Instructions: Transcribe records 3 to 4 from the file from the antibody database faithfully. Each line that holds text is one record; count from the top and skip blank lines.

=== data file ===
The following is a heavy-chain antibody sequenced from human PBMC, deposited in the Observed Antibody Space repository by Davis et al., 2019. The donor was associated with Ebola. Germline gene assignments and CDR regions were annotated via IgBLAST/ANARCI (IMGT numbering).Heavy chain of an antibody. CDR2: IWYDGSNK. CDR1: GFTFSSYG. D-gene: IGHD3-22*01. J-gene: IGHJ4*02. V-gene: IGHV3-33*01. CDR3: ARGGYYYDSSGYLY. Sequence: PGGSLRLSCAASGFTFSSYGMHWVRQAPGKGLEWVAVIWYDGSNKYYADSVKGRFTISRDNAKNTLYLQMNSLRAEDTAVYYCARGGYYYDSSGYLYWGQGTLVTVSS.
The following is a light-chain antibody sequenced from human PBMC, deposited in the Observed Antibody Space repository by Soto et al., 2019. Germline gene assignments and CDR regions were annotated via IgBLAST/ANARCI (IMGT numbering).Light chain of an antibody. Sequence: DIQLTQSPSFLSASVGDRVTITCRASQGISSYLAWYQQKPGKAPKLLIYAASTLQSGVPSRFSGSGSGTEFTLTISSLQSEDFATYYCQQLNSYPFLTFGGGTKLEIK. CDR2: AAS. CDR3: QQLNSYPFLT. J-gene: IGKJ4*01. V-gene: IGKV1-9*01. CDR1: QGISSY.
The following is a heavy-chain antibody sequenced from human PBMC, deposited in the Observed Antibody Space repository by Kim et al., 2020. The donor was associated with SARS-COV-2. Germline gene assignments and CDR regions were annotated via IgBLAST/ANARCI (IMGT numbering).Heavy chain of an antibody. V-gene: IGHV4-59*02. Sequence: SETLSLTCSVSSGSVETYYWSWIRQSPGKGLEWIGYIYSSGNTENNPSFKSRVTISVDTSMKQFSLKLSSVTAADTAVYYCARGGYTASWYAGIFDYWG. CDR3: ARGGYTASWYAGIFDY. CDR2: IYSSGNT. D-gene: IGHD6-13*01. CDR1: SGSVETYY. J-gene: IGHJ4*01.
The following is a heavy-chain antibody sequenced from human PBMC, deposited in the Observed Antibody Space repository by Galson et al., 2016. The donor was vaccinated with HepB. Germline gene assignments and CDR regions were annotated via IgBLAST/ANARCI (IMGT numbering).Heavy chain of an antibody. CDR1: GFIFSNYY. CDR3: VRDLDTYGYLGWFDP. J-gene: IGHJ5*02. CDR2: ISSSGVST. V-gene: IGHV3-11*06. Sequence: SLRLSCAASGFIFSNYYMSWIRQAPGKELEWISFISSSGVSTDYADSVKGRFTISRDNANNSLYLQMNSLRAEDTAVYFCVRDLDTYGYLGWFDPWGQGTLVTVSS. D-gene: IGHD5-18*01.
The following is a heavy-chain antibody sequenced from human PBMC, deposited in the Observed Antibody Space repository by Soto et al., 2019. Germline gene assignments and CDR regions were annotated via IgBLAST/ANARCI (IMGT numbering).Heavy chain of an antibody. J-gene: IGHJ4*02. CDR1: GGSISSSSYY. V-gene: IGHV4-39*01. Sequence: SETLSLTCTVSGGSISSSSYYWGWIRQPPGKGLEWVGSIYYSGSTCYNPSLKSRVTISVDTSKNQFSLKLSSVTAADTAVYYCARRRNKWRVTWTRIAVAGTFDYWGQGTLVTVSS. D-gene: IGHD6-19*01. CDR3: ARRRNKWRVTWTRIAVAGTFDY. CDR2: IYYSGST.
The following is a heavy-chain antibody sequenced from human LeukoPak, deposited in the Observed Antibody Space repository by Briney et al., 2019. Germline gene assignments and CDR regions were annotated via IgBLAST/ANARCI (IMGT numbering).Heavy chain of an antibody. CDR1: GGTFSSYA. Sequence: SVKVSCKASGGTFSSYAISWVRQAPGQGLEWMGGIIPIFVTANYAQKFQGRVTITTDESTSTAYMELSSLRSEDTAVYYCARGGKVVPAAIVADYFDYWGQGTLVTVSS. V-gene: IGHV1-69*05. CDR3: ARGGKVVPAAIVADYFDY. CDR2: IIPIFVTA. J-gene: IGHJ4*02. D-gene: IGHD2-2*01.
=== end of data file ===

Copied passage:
The following is a heavy-chain antibody sequenced from human PBMC, deposited in the Observed Antibody Space repository by Kim et al., 2020. The donor was associated with SARS-COV-2. Germline gene assignments and CDR regions were annotated via IgBLAST/ANARCI (IMGT numbering).Heavy chain of an antibody. V-gene: IGHV4-59*02. Sequence: SETLSLTCSVSSGSVETYYWSWIRQSPGKGLEWIGYIYSSGNTENNPSFKSRVTISVDTSMKQFSLKLSSVTAADTAVYYCARGGYTASWYAGIFDYWG. CDR3: ARGGYTASWYAGIFDY. CDR2: IYSSGNT. D-gene: IGHD6-13*01. CDR1: SGSVETYY. J-gene: IGHJ4*01.
The following is a heavy-chain antibody sequenced from human PBMC, deposited in the Observed Antibody Space repository by Galson et al., 2016. The donor was vaccinated with HepB. Germline gene assignments and CDR regions were annotated via IgBLAST/ANARCI (IMGT numbering).Heavy chain of an antibody. CDR1: GFIFSNYY. CDR3: VRDLDTYGYLGWFDP. J-gene: IGHJ5*02. CDR2: ISSSGVST. V-gene: IGHV3-11*06. Sequence: SLRLSCAASGFIFSNYYMSWIRQAPGKELEWISFISSSGVSTDYADSVKGRFTISRDNANNSLYLQMNSLRAEDTAVYFCVRDLDTYGYLGWFDPWGQGTLVTVSS. D-gene: IGHD5-18*01.